(Fish and bread were staples, few people could afford meat).
Andrew took the same view as Philip, the only difference being that he knew of someone who had a little food.
The only response from Jesus was:
Verse 10: "Jesus said, "Have the people sit down." Now there was much grass in the place. So the men sat down, about five thousand in number."
So this mountain had grass, which had to make a better seat than the rocks that are typical for that area.
John says there were about five thousand men, but the Greek term used here is gender specific, meaning that only the men were usually numbered. The whole crowd, including men, women and children, could have been four times that number.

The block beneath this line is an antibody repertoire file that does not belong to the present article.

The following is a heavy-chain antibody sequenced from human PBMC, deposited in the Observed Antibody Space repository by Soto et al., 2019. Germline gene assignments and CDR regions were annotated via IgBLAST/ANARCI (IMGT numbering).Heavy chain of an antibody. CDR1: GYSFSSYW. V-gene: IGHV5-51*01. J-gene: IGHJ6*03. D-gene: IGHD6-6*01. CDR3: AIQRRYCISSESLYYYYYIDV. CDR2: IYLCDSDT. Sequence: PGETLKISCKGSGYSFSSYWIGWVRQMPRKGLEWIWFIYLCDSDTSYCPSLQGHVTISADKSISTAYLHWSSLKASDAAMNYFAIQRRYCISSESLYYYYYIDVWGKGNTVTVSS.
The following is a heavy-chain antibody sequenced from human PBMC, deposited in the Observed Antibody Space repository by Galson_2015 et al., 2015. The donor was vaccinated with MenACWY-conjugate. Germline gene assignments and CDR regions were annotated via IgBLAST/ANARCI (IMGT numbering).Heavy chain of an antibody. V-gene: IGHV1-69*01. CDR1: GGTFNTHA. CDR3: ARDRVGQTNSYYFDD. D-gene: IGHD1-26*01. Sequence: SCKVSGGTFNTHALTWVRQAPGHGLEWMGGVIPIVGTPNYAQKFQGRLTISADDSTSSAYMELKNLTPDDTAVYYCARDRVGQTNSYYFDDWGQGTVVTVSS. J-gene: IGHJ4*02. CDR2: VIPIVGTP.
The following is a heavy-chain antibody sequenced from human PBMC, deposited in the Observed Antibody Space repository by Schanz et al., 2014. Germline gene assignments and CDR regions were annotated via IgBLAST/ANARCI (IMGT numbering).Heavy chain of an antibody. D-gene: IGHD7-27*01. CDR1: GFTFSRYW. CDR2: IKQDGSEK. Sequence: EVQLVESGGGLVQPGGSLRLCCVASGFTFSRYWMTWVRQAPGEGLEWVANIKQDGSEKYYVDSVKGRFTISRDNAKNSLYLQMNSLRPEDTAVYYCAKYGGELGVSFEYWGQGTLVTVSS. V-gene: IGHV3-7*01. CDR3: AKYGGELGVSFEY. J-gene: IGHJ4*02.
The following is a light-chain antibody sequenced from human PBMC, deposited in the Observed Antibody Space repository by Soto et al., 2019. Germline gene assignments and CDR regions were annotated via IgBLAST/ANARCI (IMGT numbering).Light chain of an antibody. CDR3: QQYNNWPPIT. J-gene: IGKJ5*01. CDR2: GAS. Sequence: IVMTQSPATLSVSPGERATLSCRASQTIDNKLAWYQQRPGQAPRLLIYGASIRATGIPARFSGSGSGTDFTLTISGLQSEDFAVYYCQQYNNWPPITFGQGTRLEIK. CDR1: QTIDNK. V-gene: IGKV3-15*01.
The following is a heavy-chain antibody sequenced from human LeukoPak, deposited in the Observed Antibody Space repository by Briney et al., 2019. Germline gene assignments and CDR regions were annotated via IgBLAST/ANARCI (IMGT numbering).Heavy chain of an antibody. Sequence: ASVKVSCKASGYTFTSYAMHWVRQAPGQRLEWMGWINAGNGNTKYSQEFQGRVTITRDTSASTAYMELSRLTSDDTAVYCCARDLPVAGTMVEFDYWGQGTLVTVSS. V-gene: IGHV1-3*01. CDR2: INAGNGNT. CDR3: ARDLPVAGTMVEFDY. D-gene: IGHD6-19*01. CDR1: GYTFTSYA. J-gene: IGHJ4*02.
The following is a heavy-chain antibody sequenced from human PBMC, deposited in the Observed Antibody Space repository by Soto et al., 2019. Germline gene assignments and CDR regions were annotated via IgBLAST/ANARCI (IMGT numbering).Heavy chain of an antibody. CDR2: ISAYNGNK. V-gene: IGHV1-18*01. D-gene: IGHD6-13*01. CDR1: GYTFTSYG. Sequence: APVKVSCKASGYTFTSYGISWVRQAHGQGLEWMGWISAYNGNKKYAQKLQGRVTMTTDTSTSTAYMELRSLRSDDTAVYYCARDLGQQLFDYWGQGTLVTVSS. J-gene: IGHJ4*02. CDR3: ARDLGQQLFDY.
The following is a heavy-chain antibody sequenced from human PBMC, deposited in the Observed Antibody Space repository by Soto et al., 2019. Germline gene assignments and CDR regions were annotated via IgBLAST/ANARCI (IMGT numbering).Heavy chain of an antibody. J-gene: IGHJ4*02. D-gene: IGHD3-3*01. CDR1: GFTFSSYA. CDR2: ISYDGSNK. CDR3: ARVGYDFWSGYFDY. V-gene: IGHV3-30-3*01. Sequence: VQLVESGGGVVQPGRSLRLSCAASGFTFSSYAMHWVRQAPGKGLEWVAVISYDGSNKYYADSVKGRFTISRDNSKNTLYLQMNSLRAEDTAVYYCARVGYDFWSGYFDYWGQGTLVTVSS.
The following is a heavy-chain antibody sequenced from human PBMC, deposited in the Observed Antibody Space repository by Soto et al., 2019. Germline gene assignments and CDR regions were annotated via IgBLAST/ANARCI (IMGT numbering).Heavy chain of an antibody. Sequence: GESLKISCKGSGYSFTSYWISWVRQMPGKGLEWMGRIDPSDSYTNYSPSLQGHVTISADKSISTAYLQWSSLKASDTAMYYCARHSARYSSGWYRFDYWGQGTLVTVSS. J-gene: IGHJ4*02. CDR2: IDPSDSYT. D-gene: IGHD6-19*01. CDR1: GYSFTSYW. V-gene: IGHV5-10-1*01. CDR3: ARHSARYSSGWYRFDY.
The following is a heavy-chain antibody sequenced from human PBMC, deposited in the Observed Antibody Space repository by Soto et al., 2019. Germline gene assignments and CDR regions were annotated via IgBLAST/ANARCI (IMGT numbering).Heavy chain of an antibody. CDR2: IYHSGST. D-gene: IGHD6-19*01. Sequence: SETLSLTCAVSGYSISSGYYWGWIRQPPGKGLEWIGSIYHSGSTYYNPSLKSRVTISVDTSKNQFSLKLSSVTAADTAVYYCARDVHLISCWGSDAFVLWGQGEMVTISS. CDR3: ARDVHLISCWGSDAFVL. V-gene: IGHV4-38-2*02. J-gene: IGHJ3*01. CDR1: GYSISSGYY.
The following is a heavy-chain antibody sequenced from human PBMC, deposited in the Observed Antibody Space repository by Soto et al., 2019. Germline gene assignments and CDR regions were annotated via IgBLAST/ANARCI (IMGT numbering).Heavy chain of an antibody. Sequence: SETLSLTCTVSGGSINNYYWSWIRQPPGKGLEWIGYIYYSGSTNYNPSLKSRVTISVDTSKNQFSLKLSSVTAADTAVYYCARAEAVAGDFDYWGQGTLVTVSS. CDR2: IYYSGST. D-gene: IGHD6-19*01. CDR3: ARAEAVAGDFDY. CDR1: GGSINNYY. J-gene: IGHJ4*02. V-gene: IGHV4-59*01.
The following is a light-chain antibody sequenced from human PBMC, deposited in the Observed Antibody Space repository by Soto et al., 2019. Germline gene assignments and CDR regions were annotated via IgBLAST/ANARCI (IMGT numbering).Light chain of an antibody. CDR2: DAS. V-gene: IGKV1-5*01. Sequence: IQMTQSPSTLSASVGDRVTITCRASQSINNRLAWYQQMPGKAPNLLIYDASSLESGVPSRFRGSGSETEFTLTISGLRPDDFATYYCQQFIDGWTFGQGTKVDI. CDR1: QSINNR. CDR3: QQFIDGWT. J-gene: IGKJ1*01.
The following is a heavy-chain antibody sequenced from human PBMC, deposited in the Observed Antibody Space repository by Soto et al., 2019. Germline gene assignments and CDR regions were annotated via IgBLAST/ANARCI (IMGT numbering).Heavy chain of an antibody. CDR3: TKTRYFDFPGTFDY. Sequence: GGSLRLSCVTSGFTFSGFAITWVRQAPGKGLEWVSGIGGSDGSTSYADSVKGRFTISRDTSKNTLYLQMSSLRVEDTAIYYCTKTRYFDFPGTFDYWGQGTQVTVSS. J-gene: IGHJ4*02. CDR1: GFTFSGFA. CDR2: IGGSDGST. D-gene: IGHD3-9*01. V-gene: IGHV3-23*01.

To put this in context: This crowd was nearly as large as was the capacity of the largest theaters in the major cities of that time, (such as Ephesus). The seating capacity of the Roman coliseum was between 50,000-70,000, probably the largest in the world.
So, that's a lot of hungry people isn't it?
But, in verse 11:
Verse 11: "Jesus then took the loaves, and when he had given thanks he distributed them to those who were seated; also the fish, and as much as they wanted."
Jesus accepted these loaves from the boy and gave thanks for them. It was customary among the Jew to give thanks before and after the meal.
Verse 12: "And when they had eaten their fill, he told his disciples, "Gather up the leftover fragments, that nothing may be lost."